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Stewart v. Berkebile

United States District Court, D. Montana, Great Falls Division

December 18, 2017

LAURENCE STEWART, Plaintiff,
v.
MR. BERKEBILE, MS. ARNOLD, MR. SPIEGLE, MR. WEAVER, MIKE BATISTA, LORAINE WODNIK, and COLLEEN AMBROSE, Defendants.

          FINDINGS AND RECOMMENDATIONS OF UNITED STATES MAGISTRATE JUDGE

          John Johnston, United States Magistrate Judge

         On November 16, 2017, Plaintiff Laurence Stewart filed a Motion to Amend his Complaint (Doc. 60) and a Motion to Serve Amended Complaint and Direct Defendants to Answer (Doc. 61).[1] The motions should be denied.

         By way of background, this Court issued a Scheduling Order on May 19, 2017 requiring that all motions to amend the pleadings be filed on or before August 7, 2017. (Doc. 37 at 7.) That Order specifically provided that, “[n]o amendments will be allowed after this date without a showing of good cause and with leave of Court.” (Doc. 37 at 7 citing Fed.R.Civ.P. 16(b)(4) (“A schedule may be modified only for good cause and with the judge's consent.”)).

         In his motion to amend, Mr. Stewart first seeks to rename Chief of Security Stewart as a Defendant. Mr. Stewart named Chief Stewart as a Defendant in his original complaint. He then sought to amend his Complaint to dismiss Chief Stewart. (Doc. 44 at 1-2.) That motion was granted and Chief Stewart was dismissed on July 29, 2017. (Doc. 52.)

         Mr. Stewart also seeks to add Warden Douglas Fender as a Defendant. Warden Fender was the Assistant Warden at the time that Mr. Stewart's allegations arose and he was mentioned in the original Complaint. (Doc. 2 at 12.)

         Mr. Stewart seeks to add these Defendants based upon facts which he previously alleged and therefore he contends that both Defendants have been put on notice and should not be prejudiced. He also argues that he had no way of knowing the details of their involvement until now, through discovery. (Doc. 60.)

         The CCA Defendants (Defendants Berkebile, Arnold, Spiegle, and Weaver) object to Mr. Stewart's amendment on the grounds that it is untimely, that Mr. Stewart has not shown good cause for his late amendment, and that it would prejudice the newly named Defendants since discovery has been completed in this matter. (Doc. 62.)

         Generally, a motion to amend is subject to Rule 15(a) of the Federal Rules of Civil Procedure, which provides that “[t]he court should freely give leave [to amend] when justice so requires.” Fed.R.Civ.P. 15(a)(2). However, “[o]nce the district court had filed a pretrial scheduling order pursuant to Federal Rule of Civil Procedure 16 which established a timetable for amending pleadings that rule's standards controlled.” Johnson v. Mammoth Recreations, Inc., 975 F.2d 604, 607-08 (9th Cir. 1992); see In re W. States Wholesale Natural Gas Antitrust Litig., 715 F.3d 716, 737 (9th Cir. 2013).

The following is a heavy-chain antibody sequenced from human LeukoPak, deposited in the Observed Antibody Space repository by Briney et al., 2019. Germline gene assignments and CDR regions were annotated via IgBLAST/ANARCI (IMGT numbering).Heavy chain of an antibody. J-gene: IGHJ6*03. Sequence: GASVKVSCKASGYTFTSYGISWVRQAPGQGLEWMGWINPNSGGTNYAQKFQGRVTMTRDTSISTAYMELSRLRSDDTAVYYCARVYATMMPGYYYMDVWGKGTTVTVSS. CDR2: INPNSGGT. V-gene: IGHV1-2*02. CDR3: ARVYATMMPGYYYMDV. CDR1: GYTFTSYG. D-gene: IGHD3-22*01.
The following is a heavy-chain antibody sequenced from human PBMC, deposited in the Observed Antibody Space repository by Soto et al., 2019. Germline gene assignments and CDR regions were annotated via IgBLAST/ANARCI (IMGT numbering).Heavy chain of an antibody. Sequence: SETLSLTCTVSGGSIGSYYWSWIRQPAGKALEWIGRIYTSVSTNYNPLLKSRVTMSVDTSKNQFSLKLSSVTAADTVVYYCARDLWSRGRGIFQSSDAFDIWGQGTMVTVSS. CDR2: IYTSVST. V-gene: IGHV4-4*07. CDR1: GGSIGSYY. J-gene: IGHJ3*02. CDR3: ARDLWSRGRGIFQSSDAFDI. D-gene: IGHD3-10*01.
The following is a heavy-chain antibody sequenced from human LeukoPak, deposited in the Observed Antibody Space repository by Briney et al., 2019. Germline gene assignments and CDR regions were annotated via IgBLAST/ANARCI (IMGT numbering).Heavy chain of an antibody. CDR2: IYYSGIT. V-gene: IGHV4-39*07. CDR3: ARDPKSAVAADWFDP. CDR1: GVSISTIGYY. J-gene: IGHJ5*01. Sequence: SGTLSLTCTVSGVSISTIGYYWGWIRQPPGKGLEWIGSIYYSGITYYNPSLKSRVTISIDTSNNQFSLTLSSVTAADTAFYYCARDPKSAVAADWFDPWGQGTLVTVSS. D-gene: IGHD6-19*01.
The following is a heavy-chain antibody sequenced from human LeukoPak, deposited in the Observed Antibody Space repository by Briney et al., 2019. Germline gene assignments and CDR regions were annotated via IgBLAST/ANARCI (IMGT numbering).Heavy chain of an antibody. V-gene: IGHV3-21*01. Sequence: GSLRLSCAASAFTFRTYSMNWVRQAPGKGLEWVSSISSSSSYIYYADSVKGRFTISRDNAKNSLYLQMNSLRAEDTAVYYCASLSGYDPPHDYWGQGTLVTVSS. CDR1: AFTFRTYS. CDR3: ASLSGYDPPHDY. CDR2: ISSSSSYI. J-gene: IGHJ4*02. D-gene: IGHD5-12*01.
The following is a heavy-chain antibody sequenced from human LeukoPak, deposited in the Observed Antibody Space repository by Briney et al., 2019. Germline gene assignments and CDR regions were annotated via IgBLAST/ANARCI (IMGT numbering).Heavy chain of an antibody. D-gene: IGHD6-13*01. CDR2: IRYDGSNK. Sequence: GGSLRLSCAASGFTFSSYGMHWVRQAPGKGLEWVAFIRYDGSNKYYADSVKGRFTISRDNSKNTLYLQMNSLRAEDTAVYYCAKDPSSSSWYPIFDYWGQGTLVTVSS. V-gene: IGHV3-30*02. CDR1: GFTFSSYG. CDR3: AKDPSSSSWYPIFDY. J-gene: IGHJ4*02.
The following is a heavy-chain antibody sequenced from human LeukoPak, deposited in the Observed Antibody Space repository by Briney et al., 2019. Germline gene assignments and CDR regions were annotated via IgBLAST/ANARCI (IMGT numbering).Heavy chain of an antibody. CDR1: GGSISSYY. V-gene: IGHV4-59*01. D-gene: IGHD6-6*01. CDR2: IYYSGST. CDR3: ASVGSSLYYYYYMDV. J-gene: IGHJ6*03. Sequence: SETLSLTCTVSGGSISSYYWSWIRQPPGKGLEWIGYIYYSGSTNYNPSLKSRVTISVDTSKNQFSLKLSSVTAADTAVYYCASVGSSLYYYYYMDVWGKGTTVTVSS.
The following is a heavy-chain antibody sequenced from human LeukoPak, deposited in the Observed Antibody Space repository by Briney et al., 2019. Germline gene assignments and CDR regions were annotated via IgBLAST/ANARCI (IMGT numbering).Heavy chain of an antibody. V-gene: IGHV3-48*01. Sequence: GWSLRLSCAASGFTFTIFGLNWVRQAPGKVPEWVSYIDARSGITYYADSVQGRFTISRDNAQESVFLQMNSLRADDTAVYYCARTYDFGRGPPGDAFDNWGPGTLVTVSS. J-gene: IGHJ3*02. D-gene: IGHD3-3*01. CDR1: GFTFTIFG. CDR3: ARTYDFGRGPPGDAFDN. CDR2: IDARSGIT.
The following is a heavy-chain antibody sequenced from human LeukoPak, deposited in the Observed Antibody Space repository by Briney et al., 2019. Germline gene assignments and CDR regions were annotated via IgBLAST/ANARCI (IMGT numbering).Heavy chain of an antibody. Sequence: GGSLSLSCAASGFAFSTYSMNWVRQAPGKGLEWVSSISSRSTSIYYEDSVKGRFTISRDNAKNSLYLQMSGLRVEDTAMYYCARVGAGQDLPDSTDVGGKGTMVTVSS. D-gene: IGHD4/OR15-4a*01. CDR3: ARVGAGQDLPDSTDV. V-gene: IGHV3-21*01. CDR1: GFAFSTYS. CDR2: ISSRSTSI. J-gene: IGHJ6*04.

Rule 16(b) requires a party seeking leave to amend to demonstrate “good cause.” Fed.R.Civ.P. 16(b). “Rule 16(b)'s ‘good cause' standard primarily considers the diligence of the party seeking amendment.” Johnson, 975 F.2d at 609. “If that party was not diligent, the inquiry should end.” Id. “Although the existence or degree of prejudice to the party opposing the modification might supply additional reasons to deny a motion, the focus of the inquiry is upon the moving party's reasons for seeking modification.” Id.

         If good cause is found, the court must then evaluate the request to amend in light of Rule 15(a)'s liberal standard. Id. at 608. Leave to amend should be granted unless amendment: (1) would cause prejudice to the opposing party, (2) is sought in bad faith, (3) creates undue delay, (4) or is futile. Chudacoff v. Univ. Med. Ctr. of S. Nev., 649 F.3d 1143, 1153 (9th Cir. 2011) (citing Foman v. Davis, 371 U.S. 178, 182 (1962)).

         Here, the Court agrees with the CCA Defendants that an amendment to the pleadings is not proper at this stage of the litigation. Mr. Stewart has not shown diligence and therefore cannot establish good cause, the amendment would cause prejudice to the opposing parties, and it would create undue delay.

         Mr. Stewart was aware of these individuals involvements in this case as he indicated in his original Complaint filed October 6, 2015, that Chief of Security Stewart and the Assistant Warden (now Warden Fender) likely made some decisions throughout this incident. (Doc. 2 at 12.) Despite his awareness of their involvement, there is no evidence that he made any attempt to conduct discovery or otherwise make a determination on the specifics of that involvement. He makes no showing that he was diligent in investigating the actions of these individuals Mr. Stewart argues that he had no way of knowing the details of these Defendants' involvement until now, through the use of discovery, but he does not explain when or how he first became aware of the “details of these defendants involvement.” He does not explain how or when he was advised that Chief of Security Stewart “approved the decision made by Spiegle and Arnold” and that Warden Fender upheld Weaver's decision finding him guilty of the disciplinary write-up. Mr. Stewart failed to show good cause for filing his amendment so late in this litigation.

         In addition, the Court agrees that to allow such an amendment at this late stage in the proceedings would prejudice Mr. Stewart and Warden Fender. Discovery was to be completed by December 11, 2017 and dispositive motions are due January 5, 2018. (Amended Scheduling Order, Doc. 57 at 2.) These individuals have not taken part in the discovery and ...


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